On Sunday at 4 PM Black Cinema House will screen the rarely revived Uptight (1968), a drama set among black revolutionaries in Cleveland, Ohio. Urban planner and architecture critic Lee Bey will introduce the film and lead an informal discussion afterwards (tickets are free, but it’s recommended you reserve a seat—you can RSVP here). The movie features an original score by the great Booker T. Jones (his only one, save for John Cassavetes’s Opening Night) and a cast that includes Roscoe Lee Browne, Juanita Moore, and Ruby Dee, who also cowrote the script. The director is Jules Dassin, best known for the American film noirs The Naked City and Brute Force and the European heist movies Rififi and Topkapi. If you know Dassin from only those films, he might seem an odd fit for a movie about black radicals. In fact, Dassin’s radical politics predated his filmmaking career—and at one point, they almost ended it.
Born in New York to Russian-Jewish immigrants (and first making his name in show business as an actor in Yiddish theater), Dassin joined the Communist Party in the 1930s. He didn’t stay in the Party for long, though he remained an outspoken leftist, as evidenced by the pro-union sentiment of his great noir Thieves Highway (1949). When Edward Dmytryk named him as a former Communist in his testimony before the House Un-American Activities Committee in 1952, Dassin was blacklisted. Two years later he left the U.S. for France. In 1966 he married Greek actress Melina Mercouri (who starred in several of his films), and the couple aided in efforts to restore democracy to Greece during its period of fascist dictatorship. Dassin even made a movie about the prodemocracy movement, The Rehearsal (1974), which dramatizes a fateful student protest at the Polytechnic School in Athens that ended with 40 students being shot down by soldiers. The filmmaker considered the movie an act of protest, so when the military junta fell just after shooting wrapped, Dassin decided not to release it, as he felt its time had passed. It remains difficult to see.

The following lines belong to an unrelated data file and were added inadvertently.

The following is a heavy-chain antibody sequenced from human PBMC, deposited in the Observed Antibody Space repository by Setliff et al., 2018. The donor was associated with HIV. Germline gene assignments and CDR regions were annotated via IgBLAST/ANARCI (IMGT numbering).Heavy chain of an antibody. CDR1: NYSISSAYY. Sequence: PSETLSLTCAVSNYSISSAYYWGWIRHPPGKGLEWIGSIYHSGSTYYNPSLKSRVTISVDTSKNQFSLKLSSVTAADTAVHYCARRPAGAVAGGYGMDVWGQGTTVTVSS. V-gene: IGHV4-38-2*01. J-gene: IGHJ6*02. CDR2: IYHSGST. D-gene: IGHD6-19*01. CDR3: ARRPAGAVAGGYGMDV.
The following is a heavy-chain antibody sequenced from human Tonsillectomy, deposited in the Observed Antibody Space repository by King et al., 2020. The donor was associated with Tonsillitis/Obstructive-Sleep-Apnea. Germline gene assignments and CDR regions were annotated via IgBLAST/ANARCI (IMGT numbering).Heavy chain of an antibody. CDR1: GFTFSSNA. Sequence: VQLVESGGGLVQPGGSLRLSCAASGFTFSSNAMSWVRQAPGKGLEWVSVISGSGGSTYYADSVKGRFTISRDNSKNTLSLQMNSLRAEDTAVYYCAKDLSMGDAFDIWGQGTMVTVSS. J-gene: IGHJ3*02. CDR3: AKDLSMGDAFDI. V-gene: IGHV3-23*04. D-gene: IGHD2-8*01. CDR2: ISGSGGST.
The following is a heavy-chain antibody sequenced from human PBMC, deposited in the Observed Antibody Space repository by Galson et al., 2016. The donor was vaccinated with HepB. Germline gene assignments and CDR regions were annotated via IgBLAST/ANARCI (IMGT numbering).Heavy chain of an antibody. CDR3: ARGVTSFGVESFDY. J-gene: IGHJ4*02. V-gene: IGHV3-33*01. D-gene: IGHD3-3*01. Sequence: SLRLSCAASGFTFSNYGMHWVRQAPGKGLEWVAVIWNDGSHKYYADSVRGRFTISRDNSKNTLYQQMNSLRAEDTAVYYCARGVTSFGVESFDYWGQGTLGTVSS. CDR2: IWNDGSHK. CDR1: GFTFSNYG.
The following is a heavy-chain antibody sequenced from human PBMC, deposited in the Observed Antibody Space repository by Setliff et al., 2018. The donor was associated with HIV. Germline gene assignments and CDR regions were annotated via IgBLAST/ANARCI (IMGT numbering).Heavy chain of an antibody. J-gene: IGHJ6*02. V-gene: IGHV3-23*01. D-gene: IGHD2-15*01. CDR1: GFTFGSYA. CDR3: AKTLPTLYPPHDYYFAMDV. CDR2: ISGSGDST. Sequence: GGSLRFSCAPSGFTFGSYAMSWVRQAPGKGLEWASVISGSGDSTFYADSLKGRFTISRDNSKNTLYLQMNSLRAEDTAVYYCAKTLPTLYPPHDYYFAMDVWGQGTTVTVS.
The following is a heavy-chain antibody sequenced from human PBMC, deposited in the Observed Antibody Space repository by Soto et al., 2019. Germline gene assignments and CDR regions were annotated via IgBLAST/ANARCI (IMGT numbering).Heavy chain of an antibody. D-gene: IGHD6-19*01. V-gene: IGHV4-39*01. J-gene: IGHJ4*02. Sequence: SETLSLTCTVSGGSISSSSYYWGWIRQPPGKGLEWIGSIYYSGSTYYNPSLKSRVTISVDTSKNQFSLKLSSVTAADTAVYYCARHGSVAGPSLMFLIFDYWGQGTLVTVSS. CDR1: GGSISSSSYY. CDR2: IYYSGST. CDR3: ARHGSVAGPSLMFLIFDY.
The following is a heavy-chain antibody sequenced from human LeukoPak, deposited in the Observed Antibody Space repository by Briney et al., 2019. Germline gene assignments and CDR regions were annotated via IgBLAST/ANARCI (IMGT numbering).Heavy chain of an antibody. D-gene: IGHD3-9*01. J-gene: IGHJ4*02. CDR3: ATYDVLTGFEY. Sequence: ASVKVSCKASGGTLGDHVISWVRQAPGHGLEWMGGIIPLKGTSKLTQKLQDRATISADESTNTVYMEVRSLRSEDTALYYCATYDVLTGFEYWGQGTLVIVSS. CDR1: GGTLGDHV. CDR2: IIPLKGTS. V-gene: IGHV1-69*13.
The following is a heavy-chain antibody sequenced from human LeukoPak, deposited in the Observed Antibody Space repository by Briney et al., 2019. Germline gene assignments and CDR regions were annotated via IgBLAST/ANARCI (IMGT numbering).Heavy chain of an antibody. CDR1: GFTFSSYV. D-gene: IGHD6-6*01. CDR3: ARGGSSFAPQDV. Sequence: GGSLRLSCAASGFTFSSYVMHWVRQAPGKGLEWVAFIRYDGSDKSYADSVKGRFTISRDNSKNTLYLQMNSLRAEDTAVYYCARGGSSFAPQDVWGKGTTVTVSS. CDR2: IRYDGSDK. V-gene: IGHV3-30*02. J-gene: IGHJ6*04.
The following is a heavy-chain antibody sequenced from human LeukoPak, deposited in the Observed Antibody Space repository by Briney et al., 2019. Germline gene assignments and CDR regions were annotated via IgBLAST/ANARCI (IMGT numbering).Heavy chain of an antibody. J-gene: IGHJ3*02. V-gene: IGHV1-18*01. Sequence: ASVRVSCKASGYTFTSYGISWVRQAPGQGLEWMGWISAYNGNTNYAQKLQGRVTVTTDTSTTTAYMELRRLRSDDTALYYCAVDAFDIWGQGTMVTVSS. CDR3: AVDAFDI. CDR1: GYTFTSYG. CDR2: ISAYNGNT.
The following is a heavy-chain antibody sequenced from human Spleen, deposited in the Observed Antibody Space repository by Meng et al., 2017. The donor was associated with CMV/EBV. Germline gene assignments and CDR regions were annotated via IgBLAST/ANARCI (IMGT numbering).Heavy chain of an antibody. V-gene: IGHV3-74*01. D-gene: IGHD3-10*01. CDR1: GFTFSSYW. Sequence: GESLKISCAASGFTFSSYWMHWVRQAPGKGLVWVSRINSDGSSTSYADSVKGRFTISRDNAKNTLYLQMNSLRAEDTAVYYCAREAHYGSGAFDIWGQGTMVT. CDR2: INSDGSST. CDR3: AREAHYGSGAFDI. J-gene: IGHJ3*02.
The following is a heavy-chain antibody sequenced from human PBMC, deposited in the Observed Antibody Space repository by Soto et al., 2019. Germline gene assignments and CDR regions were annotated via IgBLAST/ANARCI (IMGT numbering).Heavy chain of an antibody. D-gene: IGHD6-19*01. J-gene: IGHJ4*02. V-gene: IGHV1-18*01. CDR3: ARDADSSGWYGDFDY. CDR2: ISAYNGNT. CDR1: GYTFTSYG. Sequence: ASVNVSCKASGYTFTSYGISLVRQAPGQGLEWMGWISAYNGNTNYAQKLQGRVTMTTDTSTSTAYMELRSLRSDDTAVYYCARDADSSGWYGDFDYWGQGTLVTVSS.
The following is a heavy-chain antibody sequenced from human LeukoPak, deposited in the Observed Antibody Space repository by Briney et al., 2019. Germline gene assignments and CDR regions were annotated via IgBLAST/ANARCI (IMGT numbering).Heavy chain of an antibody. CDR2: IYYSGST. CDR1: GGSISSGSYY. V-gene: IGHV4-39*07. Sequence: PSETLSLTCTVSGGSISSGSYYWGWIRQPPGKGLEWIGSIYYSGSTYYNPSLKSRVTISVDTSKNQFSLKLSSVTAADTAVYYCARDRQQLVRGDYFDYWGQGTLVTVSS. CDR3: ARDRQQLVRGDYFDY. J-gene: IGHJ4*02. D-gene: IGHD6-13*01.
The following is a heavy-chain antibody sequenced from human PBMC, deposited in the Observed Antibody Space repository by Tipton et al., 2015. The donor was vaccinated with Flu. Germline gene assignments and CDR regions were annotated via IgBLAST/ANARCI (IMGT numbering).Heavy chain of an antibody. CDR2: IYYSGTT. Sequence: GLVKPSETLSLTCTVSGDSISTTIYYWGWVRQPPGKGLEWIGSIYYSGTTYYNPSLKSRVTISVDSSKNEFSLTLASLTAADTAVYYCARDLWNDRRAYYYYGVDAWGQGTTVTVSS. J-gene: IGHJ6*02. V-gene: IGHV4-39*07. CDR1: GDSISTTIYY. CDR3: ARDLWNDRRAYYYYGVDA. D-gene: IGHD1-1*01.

Dassin also conceived of Uptight as his contribution to an ongoing political discussion. The film presents the American civil rights movement at a moment of crisis, beginning with documentary footage of Martin Luther King’s funeral procession and growing more despairing from there. Tank, the protagonist, is an unemployed steel worker sliding into alcoholism. Desperate for money and disillusioned with his activist friends (who are becoming increasingly radicalized), Tank is persuaded to rat on a colleague for a $1,000 reward. Dassin modeled the story after John Ford’s The Informer (1935), which was set against the backdrop of the Irish revolutionary period. “The transplant doesn’t work,” Roger Ebert opined when the film opened in Chicago in 1969. “The Irish and black revolutions have little in common, either in methods or in style.” Still, he felt that the movie was valuable as a document of black attitudes of the time. He wrote:
Somewhat to my surprise, [the movie] doesn’t chicken out. There’s no backsliding toward a conciliatory moderate conclusion. The passions and beliefs of black militants are presented head-on, with little in the way of comfort for white liberals. . . . The blacks in the audience at the Roosevelt applauded Uptight as a film that said something for them. It had nerve to portray the anger of the ghetto.